PHOTO: tomatoes and marigolds
Grown together in a companion planting, marigolds deter pests from tomato plants in the garden.

The American Seed Saver bed also honors everyday gardeners who help safeguard the genetic diversity of plants, according to Garden horticulturist Lisa Hilgenberg, who oversees the Fruit & Vegetable Garden. “Because of the work of home gardeners and seed-saving organizations, an increasing number of heirloom varieties are now available to the public,” she said.  

Learn about saving your own seeds!

Heirloom vegetable varieties are open-pollinated plants that reproduce themselves, staying “true to their parents,” according to Hilgenberg. They’ve been handed down through generations, a practice that helps maintain the food crop gene pool for future generations.

PHOTO: Beans in flower
Flowering beans
Photo: H. Zell CC-BY-SA-3.0

PHOTO: Harvested rattlesnake beans
Harvested beans

The Abraham Lincoln tomato (Solanum lycopersicum ‘Abraham Lincoln’) was planted in our American Seed Saver bed as a tribute to our 16th president, who established the United States Department of Agriculture more than 150 years ago. The big, sweet, and juicy tomato is a good slicer and also makes great ketchup. “What could be more American than that?” Hilgenberg said. “Other cultures dry their tomatoes or make paste. We’re going to put them on our burgers.”

Visitors to the American Seed Saver bed can also see the rattlesnake bean (Phaseolus vulgaris), said to originate from the Cherokee people. The variety is also known as the preacher bean because its abundant yield of purple-streaked green pods gives cause for thanks and praise. The nearby Painted Lady bean (Phaseolus vulgaris ‘Painted Lady’), native to Mexico, was popular in England by the 1850s and a favorite in America by the early 1880s.

The sweet and spicy Alma Paprika pepper (Capsicum annuum ‘Alma Paprika’), of Hungarian origin, can be dried and ground into paprika and is cited in one of the earliest American cookbooks, according to Hilgenberg. In the American Seed Saver bed, the plant also serves as a symbol of America as a melting pot of cultures and traditions. “We’re such a nation of immigrants and now we have gardens with plants from all over the world,” Hilgenberg said. “We’ve made them our own.”

©2013 Chicago Botanic Garden and

Elevating the Prairie

Early to mid-June is the greenest and lushest time in our experimental and ever-changing Green Roof Garden, one of the few rooftop landscapes in the area that invites the public in for a visit.

The Green Roof Garden is at is lushest in mid-June.
Native plants create a prairie-like effect atop the Plant Science Center.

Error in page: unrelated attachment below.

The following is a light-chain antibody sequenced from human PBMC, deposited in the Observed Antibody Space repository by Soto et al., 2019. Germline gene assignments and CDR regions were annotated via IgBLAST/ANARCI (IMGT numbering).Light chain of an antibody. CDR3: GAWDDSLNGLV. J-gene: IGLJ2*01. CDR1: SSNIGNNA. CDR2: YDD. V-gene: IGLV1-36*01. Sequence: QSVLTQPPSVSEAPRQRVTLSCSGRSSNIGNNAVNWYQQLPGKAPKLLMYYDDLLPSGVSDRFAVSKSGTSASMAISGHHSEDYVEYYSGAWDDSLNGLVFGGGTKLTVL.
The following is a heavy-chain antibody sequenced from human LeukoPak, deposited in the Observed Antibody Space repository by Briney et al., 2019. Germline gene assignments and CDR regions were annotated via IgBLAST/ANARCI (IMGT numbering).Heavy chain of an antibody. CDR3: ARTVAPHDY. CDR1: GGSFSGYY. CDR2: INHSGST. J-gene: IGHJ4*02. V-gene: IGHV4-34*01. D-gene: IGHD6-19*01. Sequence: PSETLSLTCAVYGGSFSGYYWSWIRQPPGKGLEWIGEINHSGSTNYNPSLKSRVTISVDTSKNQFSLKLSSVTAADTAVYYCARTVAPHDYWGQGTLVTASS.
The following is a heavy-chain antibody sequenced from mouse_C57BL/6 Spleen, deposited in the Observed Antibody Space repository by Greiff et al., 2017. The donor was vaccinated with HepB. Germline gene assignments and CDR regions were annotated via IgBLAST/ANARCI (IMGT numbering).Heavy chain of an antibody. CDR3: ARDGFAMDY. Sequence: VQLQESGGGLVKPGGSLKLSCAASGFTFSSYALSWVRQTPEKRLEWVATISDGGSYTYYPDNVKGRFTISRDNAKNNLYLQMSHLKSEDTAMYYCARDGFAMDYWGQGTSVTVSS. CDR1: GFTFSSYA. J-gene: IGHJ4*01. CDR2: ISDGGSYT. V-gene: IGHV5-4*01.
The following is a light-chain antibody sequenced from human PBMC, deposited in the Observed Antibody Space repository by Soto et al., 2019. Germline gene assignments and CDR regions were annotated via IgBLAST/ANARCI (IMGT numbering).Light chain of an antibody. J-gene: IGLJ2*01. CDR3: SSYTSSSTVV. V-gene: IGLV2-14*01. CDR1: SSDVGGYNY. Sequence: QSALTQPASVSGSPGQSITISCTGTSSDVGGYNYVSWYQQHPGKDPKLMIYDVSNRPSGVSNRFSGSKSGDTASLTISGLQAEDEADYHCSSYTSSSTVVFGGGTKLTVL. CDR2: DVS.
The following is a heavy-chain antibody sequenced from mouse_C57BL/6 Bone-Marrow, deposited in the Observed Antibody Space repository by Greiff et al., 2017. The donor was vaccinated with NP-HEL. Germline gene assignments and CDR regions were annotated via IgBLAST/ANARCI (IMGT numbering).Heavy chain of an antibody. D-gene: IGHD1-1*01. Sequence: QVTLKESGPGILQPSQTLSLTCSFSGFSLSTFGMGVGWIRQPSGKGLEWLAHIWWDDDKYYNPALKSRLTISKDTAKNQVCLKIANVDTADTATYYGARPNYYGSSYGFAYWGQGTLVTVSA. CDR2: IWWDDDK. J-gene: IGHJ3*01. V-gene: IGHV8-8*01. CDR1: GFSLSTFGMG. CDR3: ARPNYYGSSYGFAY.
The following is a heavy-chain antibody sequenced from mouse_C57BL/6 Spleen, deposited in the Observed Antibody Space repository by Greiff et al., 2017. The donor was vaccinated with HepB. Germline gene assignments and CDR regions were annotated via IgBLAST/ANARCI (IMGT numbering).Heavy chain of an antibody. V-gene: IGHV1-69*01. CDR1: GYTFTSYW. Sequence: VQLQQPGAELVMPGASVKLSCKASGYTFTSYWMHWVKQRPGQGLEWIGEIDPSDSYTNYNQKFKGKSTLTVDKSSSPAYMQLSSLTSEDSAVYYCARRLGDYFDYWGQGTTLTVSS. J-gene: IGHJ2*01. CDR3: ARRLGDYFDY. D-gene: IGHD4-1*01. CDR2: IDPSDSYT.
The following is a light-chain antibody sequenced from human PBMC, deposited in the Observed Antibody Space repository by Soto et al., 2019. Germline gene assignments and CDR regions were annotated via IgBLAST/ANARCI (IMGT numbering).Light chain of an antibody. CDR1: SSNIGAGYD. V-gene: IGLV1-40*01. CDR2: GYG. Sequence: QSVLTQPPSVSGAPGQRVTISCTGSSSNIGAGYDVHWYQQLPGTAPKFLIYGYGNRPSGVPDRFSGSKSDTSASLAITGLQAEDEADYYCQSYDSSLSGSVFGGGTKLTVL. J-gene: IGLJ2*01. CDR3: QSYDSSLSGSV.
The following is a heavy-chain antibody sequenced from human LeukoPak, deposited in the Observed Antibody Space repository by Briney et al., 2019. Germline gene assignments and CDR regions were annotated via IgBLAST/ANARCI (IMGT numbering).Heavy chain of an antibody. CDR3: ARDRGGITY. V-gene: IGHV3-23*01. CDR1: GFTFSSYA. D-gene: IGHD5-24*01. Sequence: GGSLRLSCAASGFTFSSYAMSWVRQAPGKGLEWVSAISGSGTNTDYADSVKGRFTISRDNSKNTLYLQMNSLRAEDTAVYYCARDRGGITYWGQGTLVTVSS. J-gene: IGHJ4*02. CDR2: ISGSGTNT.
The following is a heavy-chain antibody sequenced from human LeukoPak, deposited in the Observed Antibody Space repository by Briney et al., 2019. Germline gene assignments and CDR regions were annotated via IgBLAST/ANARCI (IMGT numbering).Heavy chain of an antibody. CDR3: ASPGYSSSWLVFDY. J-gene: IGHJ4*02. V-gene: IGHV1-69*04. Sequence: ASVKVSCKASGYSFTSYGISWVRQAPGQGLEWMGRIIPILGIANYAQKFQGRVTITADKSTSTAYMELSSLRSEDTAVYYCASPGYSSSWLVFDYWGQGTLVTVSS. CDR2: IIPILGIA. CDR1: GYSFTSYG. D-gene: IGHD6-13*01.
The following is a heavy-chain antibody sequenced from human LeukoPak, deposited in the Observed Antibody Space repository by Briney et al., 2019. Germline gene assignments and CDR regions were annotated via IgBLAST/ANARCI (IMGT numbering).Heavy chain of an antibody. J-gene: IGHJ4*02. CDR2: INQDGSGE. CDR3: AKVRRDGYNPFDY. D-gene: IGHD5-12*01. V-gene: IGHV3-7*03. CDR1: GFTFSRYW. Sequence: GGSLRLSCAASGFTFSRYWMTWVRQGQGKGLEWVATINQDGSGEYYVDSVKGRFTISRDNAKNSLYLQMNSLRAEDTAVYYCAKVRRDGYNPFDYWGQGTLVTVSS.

Now in its fourth growing season, the 16,000-square-foot garden creates an oasis atop the Daniel F. and Ada L. Rice Plant Conservation Science Center. The green expanse helps reduce rainwater runoff and insulate the building from heat and cold. The garden also serves as living laboratory under the stewardship of Richard Hawke, plant evaluation manager.

“This is so new to us. We didn’t know what to expect. It’s been a complete learning process,” said Hawke, who has evaluated nearly 230 types of plants each year since the fall of 2009.  “We want to keep testing and trying and increasing the palette each year.”

Hawke has watched nature take a hand in creating a pleasing meadow effect across the less formal Ellis Goodman Family Foundation Green Roof Garden South. “More people are drawn to this than ever,” Hawke said. “It’s just become a true landscape.”

The skyblue aster (Symphyotrichum oolentangiense) is “finally established and starting to do its own thing,” he said, and flowering for the first time are the dwarf false indigo (Amorpha nana) and largeleaf wild indigo (Baptisia alba var. alba). The latter takes its time in a landscape, first putting down a taproot—hard to do in eight inches of growing medium! Once established, it sends up a tall spike of showy, white flowers that bloom for several weeks. Like other members of the bean or legume family, wild indigo improves the soil by increasing its nitrogen levels.

aquilegia canadensis
Wild columbine (Aquilegia canadensis)

The deep coral native columbine (Aquilegia canadensis) is beginning to spread, blending into the lavender and white blooms of the hairy beardtongue (Penstemon hirsutus) and foxglove beardtongue (Penstemon digitalis) growing nearby. Bright yellow lanceleaf coreopsis (Coreopsis lanceolata) and the silvery, feathery foliage of field sagewort (Artemisia campestris ssp. Caudate) add to the prairie aesthetic with their layered colors and textures.

Foxglove beardtongue (Penstemon digitalis)
Foxglove beardtongue (Penstemon digitalis)

The more formally planted Josephine P. & John J. Louis Foundation Green Roof Garden North features wavy patches of sedums, a popular rooftop variety, alternating with familiar cultivars of plants. Flowering bulbs bring the garden into color in early spring. Mourning doves, robins, swallows, mallards, Baltimore orioles, and purple finches count among its bird visitors.

Evaluations of perennial plants typically take four years, but Hawke is sensing that it may take more time than that to tease out the “best that can be grown on a rooftop.” Prairie dropseed (Sporobolus heterolepis) has proved to be the top-performing grass, providing an elegant fine texture and remaining dark green even in the worst of last summer’s drought. Some plants have thrived, others have merely survived, and others have all but disappeared from the landscape over the evaluation period. Hawke has learned, for example, that the pale purple coneflower (Echinacea pallida) is doing better than the more commonly known purple coneflower (Echinacea purpurea). Yarrow is not doing as well as he expected, but prostrate junipers show promise. “Our goal was to learn everything we possibly could about growing plants on a green roof,” he said. “I still think there’s a lot more to learn.”

©2013 Chicago Botanic Garden and